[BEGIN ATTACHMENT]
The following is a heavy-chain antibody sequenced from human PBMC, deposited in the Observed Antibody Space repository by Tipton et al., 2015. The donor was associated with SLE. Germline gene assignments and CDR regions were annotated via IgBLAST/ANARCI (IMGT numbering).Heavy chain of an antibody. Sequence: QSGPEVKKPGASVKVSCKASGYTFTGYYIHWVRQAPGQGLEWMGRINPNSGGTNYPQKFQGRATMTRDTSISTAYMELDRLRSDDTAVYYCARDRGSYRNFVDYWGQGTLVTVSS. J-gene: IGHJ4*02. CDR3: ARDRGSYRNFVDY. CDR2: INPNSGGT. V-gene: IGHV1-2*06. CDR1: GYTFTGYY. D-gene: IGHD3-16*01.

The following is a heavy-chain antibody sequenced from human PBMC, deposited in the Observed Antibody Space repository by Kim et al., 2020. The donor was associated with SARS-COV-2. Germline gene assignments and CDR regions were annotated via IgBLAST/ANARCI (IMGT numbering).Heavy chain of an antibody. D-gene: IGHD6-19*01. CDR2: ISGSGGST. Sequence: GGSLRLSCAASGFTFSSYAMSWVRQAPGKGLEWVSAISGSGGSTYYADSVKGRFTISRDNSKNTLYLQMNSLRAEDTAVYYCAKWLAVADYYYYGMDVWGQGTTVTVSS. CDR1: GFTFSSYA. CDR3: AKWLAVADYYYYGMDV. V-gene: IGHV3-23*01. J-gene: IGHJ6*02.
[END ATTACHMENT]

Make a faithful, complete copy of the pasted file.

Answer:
The following is a heavy-chain antibody sequenced from human PBMC, deposited in the Observed Antibody Space repository by Tipton et al., 2015. The donor was associated with SLE. Germline gene assignments and CDR regions were annotated via IgBLAST/ANARCI (IMGT numbering).Heavy chain of an antibody. Sequence: QSGPEVKKPGASVKVSCKASGYTFTGYYIHWVRQAPGQGLEWMGRINPNSGGTNYPQKFQGRATMTRDTSISTAYMELDRLRSDDTAVYYCARDRGSYRNFVDYWGQGTLVTVSS. J-gene: IGHJ4*02. CDR3: ARDRGSYRNFVDY. CDR2: INPNSGGT. V-gene: IGHV1-2*06. CDR1: GYTFTGYY. D-gene: IGHD3-16*01.

The following is a heavy-chain antibody sequenced from human PBMC, deposited in the Observed Antibody Space repository by Kim et al., 2020. The donor was associated with SARS-COV-2. Germline gene assignments and CDR regions were annotated via IgBLAST/ANARCI (IMGT numbering).Heavy chain of an antibody. D-gene: IGHD6-19*01. CDR2: ISGSGGST. Sequence: GGSLRLSCAASGFTFSSYAMSWVRQAPGKGLEWVSAISGSGGSTYYADSVKGRFTISRDNSKNTLYLQMNSLRAEDTAVYYCAKWLAVADYYYYGMDVWGQGTTVTVSS. CDR1: GFTFSSYA. CDR3: AKWLAVADYYYYGMDV. V-gene: IGHV3-23*01. J-gene: IGHJ6*02.